There are lots of businesses where the government has to force regulations so that those business owners dont’ take advantage of people who require their product. In other words if you’re in the business of selling concrete – government’s not too concerned because not everyone needs to buy concrete – but when you’re in the business of selling housing or food, or oil, or other necessities that people require to exist in this society, then the government cannot (or SHOULD not in the case of oil) allow the consumer to be taken advantage of. Essentially housing is a monopoly with a bunch of different owners – i know that doesn’t sound logical but all sellers are in collusion with one another based the fact that there’s less and less supply and more and more demand – the answer cannot be that only the wealthy deserve housing. There has to be control on the profits – no one is forcing people to be in the property renting business and those who are in it went in it knowing the rent control laws – now they want to change them so they can take advantage of everyone – they will put thousands of people out on the street and they will damage our economy – the gap between the poor and rich will only widen with this bill

  14. JaneJax says:

    I don’t get it. Landlords are well aware of the rules when they buy apartment buildings. Before you buy a place you find out how many units are rented and for how much and for how long they have been renting. Now they want to change the rules and eliminate rent control? I have lived in my apartment for over 10 years. I can’t afford to buy in the bay area, and I have a full time job at a UC. Without rent control, I could not live in the bay area. The regulations are there for a reason, and that reason is to reign in greed. The mortgage brokers were not regulated, see how great that has worked out?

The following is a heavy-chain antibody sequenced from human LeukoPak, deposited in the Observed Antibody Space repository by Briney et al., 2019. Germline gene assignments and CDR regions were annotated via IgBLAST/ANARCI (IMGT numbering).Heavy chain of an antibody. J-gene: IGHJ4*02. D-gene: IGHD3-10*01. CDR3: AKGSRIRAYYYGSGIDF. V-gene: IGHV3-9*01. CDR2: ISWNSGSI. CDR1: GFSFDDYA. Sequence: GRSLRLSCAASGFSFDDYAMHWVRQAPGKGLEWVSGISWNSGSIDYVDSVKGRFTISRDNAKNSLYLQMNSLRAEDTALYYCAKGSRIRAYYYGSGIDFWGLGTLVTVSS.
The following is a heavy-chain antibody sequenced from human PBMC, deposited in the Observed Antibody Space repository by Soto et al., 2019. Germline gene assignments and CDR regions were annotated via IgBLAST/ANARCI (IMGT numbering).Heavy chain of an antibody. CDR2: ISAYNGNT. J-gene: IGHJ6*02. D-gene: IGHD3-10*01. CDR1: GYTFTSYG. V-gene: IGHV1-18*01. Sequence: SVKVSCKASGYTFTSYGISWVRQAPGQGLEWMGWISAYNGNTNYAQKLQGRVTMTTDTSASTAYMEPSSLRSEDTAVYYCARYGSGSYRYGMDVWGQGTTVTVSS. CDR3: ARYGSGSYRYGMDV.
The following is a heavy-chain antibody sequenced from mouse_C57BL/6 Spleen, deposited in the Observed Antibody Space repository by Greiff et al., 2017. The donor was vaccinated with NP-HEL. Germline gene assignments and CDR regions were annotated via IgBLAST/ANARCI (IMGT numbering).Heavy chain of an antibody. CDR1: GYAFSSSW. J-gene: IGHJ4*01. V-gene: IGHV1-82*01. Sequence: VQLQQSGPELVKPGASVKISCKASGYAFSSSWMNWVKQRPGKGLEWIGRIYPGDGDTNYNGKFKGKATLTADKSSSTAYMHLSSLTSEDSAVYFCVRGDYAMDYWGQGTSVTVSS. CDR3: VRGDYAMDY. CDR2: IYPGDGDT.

15. Rodzilla says:

    I find that most of the previous responses deal with folks who are concerned with losing the opportunity to live off the rest of the tax payers. The major issue here is the greed of governments to take from one and give to others who will in turn make profit for them and their counterparts in government. Please look closely at why politicians do as they do. It is not because they are concerned with your welfare but their own. They do not have to live by the rules set for you and me because they are the above the law.

  16. adragonfly says:

    Many of us have worked very, very hard on the NO on Prop 98/YES on Prop 99 campaign on the California June 3rd ballot. Please vote NO on 98/YES on 99 and tell all your friends and family to do the same. If Prop 98 passes, this could have drastic consequences for us in California. Almost every major organization is against it including AARP, the major water boards, most cities, affordable housing organizations, and this could devastate affordable senior mobile home parks in California. Thanks for voting No on 98/YES on 99.

  17. hexodus says:

    Many of the arguments posted in favor of Proposition 98 sound good on the surface, but fall apart on examination. I understand the points that these people are trying to make but they seem to lack a full understanding of the issues involved.